1. Why this idea?
2. Why you?
3. Why now?
4. Does it have global appeal?
5. Is there underlying source material?
In today’s current television market, these are the questions to answer before developing a concept, along with being clear about the simplest of things: “What’s your show about?”
Landau says, “if you can’t answer these questions, you’re not the best writer to sell this show.” If you can answer them with emphatic, firm responses, then you’ll want to develop your pilot script, along with all the components likely to be requested in the pitching process.
As for the pathway to a showrunner, Landau had similar recommendations as Townsley and Rabkin, commenting that the job is to get your script to “be just bulletproof, A++ in quality, and that could take a long time to get to that point.” He adds, “One mistake emerging writers make is they send out material too soon before it's ready, and they don't make a good impression. Remember also the odds, even if it is an A++ script you've been through a gazillion rewrites on, and you've gotten notes on, the odds of selling the pilot are still extremely slim.” It’s a long shot.
He also comments, however, “What's not a long shot is making a good impression. ‘I love this writer's voice. I love their sensibility. I love the music of their language. I love their approach to character.’ That might get you a meeting to talk about what else you're interested in doing, and then you get your foot in the door.”
Once you’ve got a “kick-ass pilot,” Landau recommends focusing on finding a manager or pursuing fellowships or contests to have the script “anointed” by someone who will recommend it up the food chain. He also emphasizes the importance of having a portfolio of work, so when you’re asked to “show us something else,” you’re ready to go.
Bottom line? “Finding a showrunner” means doing the work to develop your concept as fully as you can on your own, seeking representation and attention for the work, and packaging your project as completely as you can before pitching it for consideration for development — and a showrunner.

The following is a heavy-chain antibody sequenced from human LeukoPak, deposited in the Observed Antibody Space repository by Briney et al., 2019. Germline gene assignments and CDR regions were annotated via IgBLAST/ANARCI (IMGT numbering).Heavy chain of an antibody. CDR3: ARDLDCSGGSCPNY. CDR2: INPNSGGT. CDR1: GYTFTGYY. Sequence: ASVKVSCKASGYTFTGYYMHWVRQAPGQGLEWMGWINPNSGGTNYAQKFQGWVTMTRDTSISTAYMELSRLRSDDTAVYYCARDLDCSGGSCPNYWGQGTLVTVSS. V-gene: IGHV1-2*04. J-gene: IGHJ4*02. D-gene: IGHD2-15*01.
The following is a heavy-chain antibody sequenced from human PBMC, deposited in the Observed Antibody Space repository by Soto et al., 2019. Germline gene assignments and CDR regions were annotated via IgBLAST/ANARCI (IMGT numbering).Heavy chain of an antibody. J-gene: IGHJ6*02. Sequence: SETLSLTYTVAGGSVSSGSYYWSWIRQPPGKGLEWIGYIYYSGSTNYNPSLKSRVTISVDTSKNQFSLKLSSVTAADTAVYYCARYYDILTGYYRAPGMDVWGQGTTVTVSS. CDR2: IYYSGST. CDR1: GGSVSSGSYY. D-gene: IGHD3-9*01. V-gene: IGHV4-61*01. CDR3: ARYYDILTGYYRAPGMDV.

That’s a Wrap
While it might seem like the pathway from idea to execution is finding a showrunner to help you, it’s your job as the writer to do. Taking TV writing courses, reading TV writing books, working with mentors or consultants, fully developing and executing on your concept, and then seeking representation is the natural path to take to eventually getting to work with a showrunner.
Thank you for submitting your question, and until next time, happy writing!
TV Writing Courses & Books
Here are several courses, books, and resources from the writers I interviewed for this article.
Note: Some of these links are referral links (marked with an asterisk*), which means I earn a commission for any purchases made.
· Kevin Townsley, Director of Development at Script Anatomy, which offers ongoing and frequent TV Writing courses, including a TV Fellowship Bootcamp and their Televisionary course, which is their introductory course for TV writers.
· Kevin Townsley highly recommends Kam Miller’s book, on Amazon*, The Hero Succeeds:The Character-Driven Guide to Writing Your TV Pilot as being an excellent book designed to help you get results with TV writing.
· William Rabkin’s upcoming class at Script University, Write Your Drama Pilot in Six Weeks, sessions starting April 21 and May 19.
· Neil Landau’s book on Amazon*, The TV Showrunner's Roadmap: Creating Great Television in an on Demand World, recently released 2nd edition. Or use coupon code ADC22 and save 30% off list price buying direct from Routledge.
· Neil Landau also mentioned Shonda Rhimes and Aaron Sorkin’s Masterclasses*
Submit your question to be answered anonymously via my online form here or email directly to firstname.lastname@example.org. Look for answers to selected questions in my monthly “Ask the Coach” column on the third Thursday of the month. And reach out to me on Twitter to share your thoughts: @JennaAvery.